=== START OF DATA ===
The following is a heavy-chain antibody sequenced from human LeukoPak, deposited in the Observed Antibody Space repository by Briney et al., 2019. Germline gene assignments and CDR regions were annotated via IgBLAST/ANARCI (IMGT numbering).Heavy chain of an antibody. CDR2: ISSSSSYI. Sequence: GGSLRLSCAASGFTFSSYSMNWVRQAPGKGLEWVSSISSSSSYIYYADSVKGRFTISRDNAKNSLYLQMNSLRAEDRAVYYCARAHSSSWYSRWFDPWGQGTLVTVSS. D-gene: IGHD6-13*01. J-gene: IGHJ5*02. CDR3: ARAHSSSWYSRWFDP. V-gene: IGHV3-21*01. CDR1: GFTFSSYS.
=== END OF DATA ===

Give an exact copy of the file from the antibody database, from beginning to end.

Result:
The following is a heavy-chain antibody sequenced from human LeukoPak, deposited in the Observed Antibody Space repository by Briney et al., 2019. Germline gene assignments and CDR regions were annotated via IgBLAST/ANARCI (IMGT numbering).Heavy chain of an antibody. CDR2: ISSSSSYI. Sequence: GGSLRLSCAASGFTFSSYSMNWVRQAPGKGLEWVSSISSSSSYIYYADSVKGRFTISRDNAKNSLYLQMNSLRAEDRAVYYCARAHSSSWYSRWFDPWGQGTLVTVSS. D-gene: IGHD6-13*01. J-gene: IGHJ5*02. CDR3: ARAHSSSWYSRWFDP. V-gene: IGHV3-21*01. CDR1: GFTFSSYS.